The bacon-fat gingersnap recipe I’ve been meaning to try since 2005

I first came across this recipe in The New York Times in 2005 and remember being horrified yet intrigued. I don’t usually take procrastination to this extreme, but when does one have 3/4 cup bacon fat just lying around? Sure, I’ve made a few batches of chocolate-covered bacon in the years since, but that’s always using precooked bacon, which isn’t as fatty.

Since I was craving BLTs last weekend, I finally had a reason to cook up 1.5 pounds of bacon (doesn’t yield as much bacon as you’d think). I stuck the fat in a jar in the fridge (and at one point, in Pie’s face. Vegetarians don’t like it when you do that.), but let it come to room temperature before making the cookies later in the week.

Verdict? It’s a salty-sweet spice cookie with a touch of porcine goodness. I found the bacon flavor to be mild–not sure I would have noticed it if I didn’t know it was in there–but others found it pretty powerful (in a bad way).

A few modifications to the NYT recipe below:

  • I used a mixer to form the dough. Seemed to work as well as a food processor.
  • I doubled the amount of ginger powder but would add even more next time. That’s a personal preference–I like a mild bite from my gingersnaps. Taste the raw dough to gauge the spiciness, salmonella be damned.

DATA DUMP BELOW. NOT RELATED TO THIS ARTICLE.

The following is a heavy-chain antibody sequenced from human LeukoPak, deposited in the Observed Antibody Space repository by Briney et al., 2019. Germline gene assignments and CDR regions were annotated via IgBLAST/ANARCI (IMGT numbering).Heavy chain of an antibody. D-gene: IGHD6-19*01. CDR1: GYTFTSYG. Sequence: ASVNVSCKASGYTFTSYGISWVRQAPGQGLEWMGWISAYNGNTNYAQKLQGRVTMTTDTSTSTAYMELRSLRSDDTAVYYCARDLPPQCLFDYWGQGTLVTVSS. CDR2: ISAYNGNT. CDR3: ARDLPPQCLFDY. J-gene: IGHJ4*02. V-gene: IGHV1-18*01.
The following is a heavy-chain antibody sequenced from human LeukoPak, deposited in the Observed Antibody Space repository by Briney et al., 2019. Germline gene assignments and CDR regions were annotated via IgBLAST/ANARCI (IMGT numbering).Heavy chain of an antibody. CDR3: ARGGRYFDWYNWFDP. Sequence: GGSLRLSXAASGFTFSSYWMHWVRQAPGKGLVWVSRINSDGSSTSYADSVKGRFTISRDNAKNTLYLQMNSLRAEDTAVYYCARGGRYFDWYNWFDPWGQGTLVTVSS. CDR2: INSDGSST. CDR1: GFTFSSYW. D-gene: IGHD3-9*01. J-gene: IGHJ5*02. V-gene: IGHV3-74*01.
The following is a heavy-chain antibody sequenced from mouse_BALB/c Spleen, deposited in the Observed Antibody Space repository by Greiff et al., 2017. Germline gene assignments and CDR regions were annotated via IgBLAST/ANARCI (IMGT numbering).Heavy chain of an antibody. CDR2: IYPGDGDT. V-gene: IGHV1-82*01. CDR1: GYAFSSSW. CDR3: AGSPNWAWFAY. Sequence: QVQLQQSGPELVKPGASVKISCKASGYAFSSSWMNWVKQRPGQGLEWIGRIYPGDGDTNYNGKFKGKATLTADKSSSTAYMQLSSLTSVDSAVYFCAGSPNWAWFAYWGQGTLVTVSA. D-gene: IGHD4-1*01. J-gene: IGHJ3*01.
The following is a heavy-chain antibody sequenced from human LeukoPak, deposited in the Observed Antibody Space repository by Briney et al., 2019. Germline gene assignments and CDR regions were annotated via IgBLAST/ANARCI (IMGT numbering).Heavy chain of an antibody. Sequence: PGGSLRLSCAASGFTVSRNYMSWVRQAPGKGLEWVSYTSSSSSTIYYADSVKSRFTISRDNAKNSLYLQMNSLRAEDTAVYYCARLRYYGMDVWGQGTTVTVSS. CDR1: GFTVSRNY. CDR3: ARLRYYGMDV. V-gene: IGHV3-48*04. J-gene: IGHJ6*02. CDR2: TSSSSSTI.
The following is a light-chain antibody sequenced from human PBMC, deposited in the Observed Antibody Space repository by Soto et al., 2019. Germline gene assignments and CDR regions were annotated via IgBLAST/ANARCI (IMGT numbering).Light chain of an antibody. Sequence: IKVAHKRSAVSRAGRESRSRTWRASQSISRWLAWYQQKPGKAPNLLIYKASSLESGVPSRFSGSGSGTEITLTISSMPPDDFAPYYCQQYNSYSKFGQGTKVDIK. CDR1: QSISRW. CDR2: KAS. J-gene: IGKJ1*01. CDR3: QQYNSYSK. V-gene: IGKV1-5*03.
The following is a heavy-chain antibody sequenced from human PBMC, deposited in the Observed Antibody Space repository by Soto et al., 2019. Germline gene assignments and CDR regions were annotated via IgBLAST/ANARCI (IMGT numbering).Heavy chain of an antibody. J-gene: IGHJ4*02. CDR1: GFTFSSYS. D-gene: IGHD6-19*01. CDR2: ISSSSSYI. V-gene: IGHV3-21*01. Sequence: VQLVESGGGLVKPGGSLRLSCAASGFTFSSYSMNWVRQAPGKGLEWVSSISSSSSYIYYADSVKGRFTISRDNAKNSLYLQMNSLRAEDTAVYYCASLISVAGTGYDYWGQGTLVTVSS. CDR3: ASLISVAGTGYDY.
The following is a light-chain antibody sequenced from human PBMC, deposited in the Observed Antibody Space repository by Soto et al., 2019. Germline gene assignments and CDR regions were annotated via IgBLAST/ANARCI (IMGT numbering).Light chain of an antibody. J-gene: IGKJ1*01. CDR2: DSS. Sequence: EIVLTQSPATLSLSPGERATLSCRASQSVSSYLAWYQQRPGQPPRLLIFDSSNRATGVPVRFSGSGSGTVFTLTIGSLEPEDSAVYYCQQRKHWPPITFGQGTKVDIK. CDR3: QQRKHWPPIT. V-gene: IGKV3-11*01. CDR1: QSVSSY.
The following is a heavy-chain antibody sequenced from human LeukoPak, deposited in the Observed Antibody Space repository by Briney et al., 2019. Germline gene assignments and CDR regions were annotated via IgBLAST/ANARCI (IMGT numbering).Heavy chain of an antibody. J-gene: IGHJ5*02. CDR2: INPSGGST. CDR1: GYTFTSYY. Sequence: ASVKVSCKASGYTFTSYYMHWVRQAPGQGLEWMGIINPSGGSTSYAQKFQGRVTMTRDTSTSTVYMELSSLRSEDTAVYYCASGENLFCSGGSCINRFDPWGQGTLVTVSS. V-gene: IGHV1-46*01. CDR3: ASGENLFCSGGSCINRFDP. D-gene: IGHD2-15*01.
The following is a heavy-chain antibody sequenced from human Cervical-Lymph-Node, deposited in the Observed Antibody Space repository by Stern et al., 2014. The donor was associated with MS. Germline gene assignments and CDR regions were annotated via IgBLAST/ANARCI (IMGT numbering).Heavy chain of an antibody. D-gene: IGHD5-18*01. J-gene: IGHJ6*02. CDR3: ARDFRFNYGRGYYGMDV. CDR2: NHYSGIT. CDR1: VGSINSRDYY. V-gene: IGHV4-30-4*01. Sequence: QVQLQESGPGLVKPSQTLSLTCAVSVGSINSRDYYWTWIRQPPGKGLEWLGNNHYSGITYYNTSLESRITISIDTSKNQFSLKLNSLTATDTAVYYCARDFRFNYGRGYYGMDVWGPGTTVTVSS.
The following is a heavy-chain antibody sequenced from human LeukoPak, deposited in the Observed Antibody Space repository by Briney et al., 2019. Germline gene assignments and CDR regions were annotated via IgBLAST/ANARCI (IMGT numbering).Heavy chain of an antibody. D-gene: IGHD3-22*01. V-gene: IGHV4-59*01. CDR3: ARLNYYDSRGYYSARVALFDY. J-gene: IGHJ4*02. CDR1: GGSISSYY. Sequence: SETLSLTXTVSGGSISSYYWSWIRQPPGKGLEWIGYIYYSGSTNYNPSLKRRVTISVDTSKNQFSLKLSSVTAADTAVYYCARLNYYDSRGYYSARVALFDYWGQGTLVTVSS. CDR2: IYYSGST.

• The pieces on top were crystallized ginger (Ginger People). Read the label on the package to make sure they use baby ginger, or you could wind up with the super fibrous kind. Unless you’re serving your gingersnaps with a side of floss, you don’t want that.
  • If your bacon fry-up party doesn’t yield 3/4 cup bacon fat,  make up the rest with room-temperature butter.
  • Don’t use flavored bacon (e.g., apple- or maple-smoked). It’ll affect the taste. I used Trader Joe’s regular bacon.
  • Spread out your dough balls on the cookie sheet. Give ’em room.

Swedish Ginger Cookies

From The New York Times article here:


Adapted from Nelle Branson in the “Trinity Episcopal Church Recipe Book,” 1982 edition. Bacon fat can be substituted with 1 1/2 sticks butter; for the authentic cookie, though, bacon fat is the key ingredient. Makes 40 cookies

3/4 cup bacon fat, cooled (from 1 1/2 to 2 pounds Oscar Mayer bacon)

1 cup sugar, plus 14 cup for dusting the cookies

4 tablespoons dark molasses

1 large egg

2 cups all-purpose flour

1 1/2 teaspoons kosher salt

2 teaspoons baking soda

1 teaspoon ground ginger

1 teaspoon ground cloves

1 teaspoon ground cinnamon.

1. Preheat oven to 350 degrees. Line two cookie sheets with parchment paper.

2. In a food processor fitted with a metal blade, combine all ingredients. Spin until dough forms.

3. Chill the dough in the refrigerator for a few hours. Drop the dough in 1-tablespoon lumps on a cookie sheet, form into balls, roll in sugar, space 2 inches apart and press flat with fingers.

Bake in the oven for about 10-12 minutes until dark brown. Let cool on baking sheet for a few minutes, then transfer to a baking rack to finish cooling.


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